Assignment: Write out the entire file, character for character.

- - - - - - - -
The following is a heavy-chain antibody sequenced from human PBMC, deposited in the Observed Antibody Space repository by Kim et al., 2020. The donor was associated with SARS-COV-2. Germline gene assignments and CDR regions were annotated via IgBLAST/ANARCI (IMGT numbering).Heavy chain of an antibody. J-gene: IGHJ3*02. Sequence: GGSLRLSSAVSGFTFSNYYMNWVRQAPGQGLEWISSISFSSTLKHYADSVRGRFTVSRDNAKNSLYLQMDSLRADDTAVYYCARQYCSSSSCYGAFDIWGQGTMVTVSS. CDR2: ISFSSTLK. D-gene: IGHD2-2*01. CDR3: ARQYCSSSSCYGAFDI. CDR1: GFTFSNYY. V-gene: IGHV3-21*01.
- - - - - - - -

The following is a heavy-chain antibody sequenced from human PBMC, deposited in the Observed Antibody Space repository by Kim et al., 2020. The donor was associated with SARS-COV-2. Germline gene assignments and CDR regions were annotated via IgBLAST/ANARCI (IMGT numbering).Heavy chain of an antibody. J-gene: IGHJ3*02. Sequence: GGSLRLSSAVSGFTFSNYYMNWVRQAPGQGLEWISSISFSSTLKHYADSVRGRFTVSRDNAKNSLYLQMDSLRADDTAVYYCARQYCSSSSCYGAFDIWGQGTMVTVSS. CDR2: ISFSSTLK. D-gene: IGHD2-2*01. CDR3: ARQYCSSSSCYGAFDI. CDR1: GFTFSNYY. V-gene: IGHV3-21*01.